Working in collaboration with a top scientist in the States and making use of the university’s excellent design facilities to make some parts from scratch, Dr Neil Kad has built the so-called TIRF (Total Internal Reflection Fluorescence) microscope over the last eight months. He even managed to buy one part for it on EBAY for £5 that would have cost £1000 new.
The microscope enables scientists and researchers to examine cells millions of times more closely and more clearly than a standard microscope, and is already being used extensively in areas such as forensics and pharmacology.
Using funding from the university and from the Royal Society, Neil managed to build the microscope from scratch at a cost of just £40,000. It would have cost over £200,000 to buy it new. “It has been a real labour of love,” he explained, “but now it’s ready to be unveiled and to be put to use here at the university and that’s fantastic not just for me, but many of my colleagues who can now be trained to use the microscope and will be able to use it for their research.”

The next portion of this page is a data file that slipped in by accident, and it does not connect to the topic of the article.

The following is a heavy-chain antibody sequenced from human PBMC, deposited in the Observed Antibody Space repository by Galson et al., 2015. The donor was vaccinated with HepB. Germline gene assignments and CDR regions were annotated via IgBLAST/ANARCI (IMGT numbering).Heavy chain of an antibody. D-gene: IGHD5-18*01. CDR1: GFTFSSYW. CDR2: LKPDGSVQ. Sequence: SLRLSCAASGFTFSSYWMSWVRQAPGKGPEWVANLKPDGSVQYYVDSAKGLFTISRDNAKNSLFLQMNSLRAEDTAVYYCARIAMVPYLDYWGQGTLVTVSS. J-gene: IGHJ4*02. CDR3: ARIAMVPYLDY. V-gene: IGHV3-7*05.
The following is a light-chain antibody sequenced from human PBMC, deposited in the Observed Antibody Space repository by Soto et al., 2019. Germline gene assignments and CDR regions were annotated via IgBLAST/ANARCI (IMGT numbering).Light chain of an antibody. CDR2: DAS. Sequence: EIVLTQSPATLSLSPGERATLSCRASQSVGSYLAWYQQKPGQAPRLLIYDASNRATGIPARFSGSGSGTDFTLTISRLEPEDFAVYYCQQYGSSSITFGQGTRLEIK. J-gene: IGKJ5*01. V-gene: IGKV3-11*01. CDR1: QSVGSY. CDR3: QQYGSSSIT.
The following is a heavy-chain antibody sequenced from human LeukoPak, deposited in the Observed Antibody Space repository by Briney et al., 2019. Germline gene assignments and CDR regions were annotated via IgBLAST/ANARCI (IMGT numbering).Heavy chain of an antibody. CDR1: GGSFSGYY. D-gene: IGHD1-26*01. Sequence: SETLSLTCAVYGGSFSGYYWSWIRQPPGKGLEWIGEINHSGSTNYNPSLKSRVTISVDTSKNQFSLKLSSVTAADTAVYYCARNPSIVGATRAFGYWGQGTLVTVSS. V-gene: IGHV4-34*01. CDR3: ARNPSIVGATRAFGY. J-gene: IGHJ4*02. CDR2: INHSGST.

Praising Neil’s initiative and resourcefulness, Professor Nelson Fernandez from the Department of Biological Sciences said: “The introduction of a TIRF-equipped microscope to the cell bio-imaging facility opens new possibilities for novel applications, for example, for studying how DNA repair occurs in real-time.”
Neil Kad’s and his American collaborator on the project, Bennett van Houten, from the University of Pittsburgh, will officially unveil the microscope later this month to a panel of specially-invited guests.
Christine Garrington | alfa
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